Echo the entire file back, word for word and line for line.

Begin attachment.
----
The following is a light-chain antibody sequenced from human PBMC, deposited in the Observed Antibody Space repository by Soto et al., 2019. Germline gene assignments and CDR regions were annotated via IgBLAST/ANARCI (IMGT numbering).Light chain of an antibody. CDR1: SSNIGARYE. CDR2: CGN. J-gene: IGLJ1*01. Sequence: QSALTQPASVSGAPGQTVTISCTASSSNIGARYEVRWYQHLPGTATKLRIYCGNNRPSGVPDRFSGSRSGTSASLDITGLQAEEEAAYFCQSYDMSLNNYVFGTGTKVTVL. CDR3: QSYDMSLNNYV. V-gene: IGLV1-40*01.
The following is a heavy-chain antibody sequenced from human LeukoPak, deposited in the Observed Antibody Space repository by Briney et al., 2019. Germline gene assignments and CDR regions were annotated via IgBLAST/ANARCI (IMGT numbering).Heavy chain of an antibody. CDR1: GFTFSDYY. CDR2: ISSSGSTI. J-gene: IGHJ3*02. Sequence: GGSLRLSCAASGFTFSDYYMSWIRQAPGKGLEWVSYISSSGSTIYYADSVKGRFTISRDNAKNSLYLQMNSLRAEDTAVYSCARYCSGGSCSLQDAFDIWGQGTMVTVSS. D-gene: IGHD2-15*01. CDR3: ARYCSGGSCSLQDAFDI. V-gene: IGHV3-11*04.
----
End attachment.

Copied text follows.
The following is a light-chain antibody sequenced from human PBMC, deposited in the Observed Antibody Space repository by Soto et al., 2019. Germline gene assignments and CDR regions were annotated via IgBLAST/ANARCI (IMGT numbering).Light chain of an antibody. CDR1: SSNIGARYE. CDR2: CGN. J-gene: IGLJ1*01. Sequence: QSALTQPASVSGAPGQTVTISCTASSSNIGARYEVRWYQHLPGTATKLRIYCGNNRPSGVPDRFSGSRSGTSASLDITGLQAEEEAAYFCQSYDMSLNNYVFGTGTKVTVL. CDR3: QSYDMSLNNYV. V-gene: IGLV1-40*01.
The following is a heavy-chain antibody sequenced from human LeukoPak, deposited in the Observed Antibody Space repository by Briney et al., 2019. Germline gene assignments and CDR regions were annotated via IgBLAST/ANARCI (IMGT numbering).Heavy chain of an antibody. CDR1: GFTFSDYY. CDR2: ISSSGSTI. J-gene: IGHJ3*02. Sequence: GGSLRLSCAASGFTFSDYYMSWIRQAPGKGLEWVSYISSSGSTIYYADSVKGRFTISRDNAKNSLYLQMNSLRAEDTAVYSCARYCSGGSCSLQDAFDIWGQGTMVTVSS. D-gene: IGHD2-15*01. CDR3: ARYCSGGSCSLQDAFDI. V-gene: IGHV3-11*04.